Google Gets In Front of Billabong Data Breach

Last week was a bad week for password breaches.  The most obvious incident was the news about the Yahoo! breach of approximately 450,000 user logins and email addresses of the Yahoo! Voices service.  The worst part of this breach, and in my mind what makes it even more egregious than the LinkedIn breach that I wrote about last month is that in the Yahoo! case, the passwords that were compromised weren't encrypted at all.  They were stored in plain text!  Once compromised, the attackers didn't have to do any work to crack their stolen list to make it usable.  The data was merely handed to them on a platter.

With all of the news surrounding the Yahoo! incident, you may not have known that less than 24 hours after that news broke hackers also dumped a cache of logins and passwords alleging to result from a hack of billabong.com.   Once again these passwords were being stored in plain text, resulting in zero work required by the hackers to crack the passwords once they were stolen.

The purpose of this post, however isn't to point blame or ponder why we appear to have learned nothing about proper password management.  It's actually to give kudos to Google for their response to the situation.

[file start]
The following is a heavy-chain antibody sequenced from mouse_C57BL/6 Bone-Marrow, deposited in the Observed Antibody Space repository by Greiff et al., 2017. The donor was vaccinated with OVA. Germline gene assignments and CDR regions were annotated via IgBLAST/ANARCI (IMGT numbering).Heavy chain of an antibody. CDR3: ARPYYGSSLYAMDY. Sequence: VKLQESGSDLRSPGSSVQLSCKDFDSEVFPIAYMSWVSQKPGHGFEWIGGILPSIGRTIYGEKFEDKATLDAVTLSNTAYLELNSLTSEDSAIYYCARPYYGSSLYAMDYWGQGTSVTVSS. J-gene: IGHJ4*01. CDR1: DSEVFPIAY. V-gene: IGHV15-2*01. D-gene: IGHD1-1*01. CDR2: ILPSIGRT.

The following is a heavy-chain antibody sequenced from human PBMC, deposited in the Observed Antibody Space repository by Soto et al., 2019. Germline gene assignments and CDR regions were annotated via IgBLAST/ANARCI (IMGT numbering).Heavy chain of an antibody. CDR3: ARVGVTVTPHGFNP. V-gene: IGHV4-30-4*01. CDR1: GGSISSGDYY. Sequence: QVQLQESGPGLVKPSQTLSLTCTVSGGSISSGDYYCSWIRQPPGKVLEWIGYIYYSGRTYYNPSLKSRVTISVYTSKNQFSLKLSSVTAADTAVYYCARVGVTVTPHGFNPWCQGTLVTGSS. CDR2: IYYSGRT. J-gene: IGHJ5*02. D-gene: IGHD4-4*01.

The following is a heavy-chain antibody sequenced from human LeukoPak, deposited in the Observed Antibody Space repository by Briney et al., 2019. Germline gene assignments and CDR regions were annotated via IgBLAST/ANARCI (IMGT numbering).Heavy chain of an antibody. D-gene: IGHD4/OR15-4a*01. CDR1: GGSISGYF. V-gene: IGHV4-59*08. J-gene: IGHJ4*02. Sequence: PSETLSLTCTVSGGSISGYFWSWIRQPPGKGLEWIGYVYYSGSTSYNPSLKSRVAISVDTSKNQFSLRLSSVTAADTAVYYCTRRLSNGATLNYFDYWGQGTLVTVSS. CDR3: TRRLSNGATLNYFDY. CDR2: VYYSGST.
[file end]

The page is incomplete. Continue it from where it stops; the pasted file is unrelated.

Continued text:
What Google did was a matchup between the email addresses that were made available to their own Google Apps database and sent an email message out to domain admins for those domains believed to have been affected by the breach.  An excerpt of their email follows:

IMPORTANT: SECURITY ALERT FOR YOUR GOOGLE APPS ACCOUNT

Google has become aware of a security incident involving Billabong that may have affected the security of some users in your Google Apps domain: REDACTED.

The following users were found on a list of compromised Billabong credentials released by those claiming responsibility for the Billabong security breach.

These users signed up for their Billabong account using their Google Apps email address and there is a high risk that they used the same password for both their Billabong account and Google Apps account:

<user list here>

Although part of the reason that Google sent this message out to Google Apps domain admins was to protect their own interests since the compromised Billabong accounts may use the same password as their Google Apps account, I applaud Google's response here in wanting to get in front of the issue and alert their users of the potential for these accounts to be taken over by the bad guys.  This wasn't their issue to respond to, yet they took the initiative with the goal of protecting their users.  As an industry, I'd love to see more of this.  Kudos!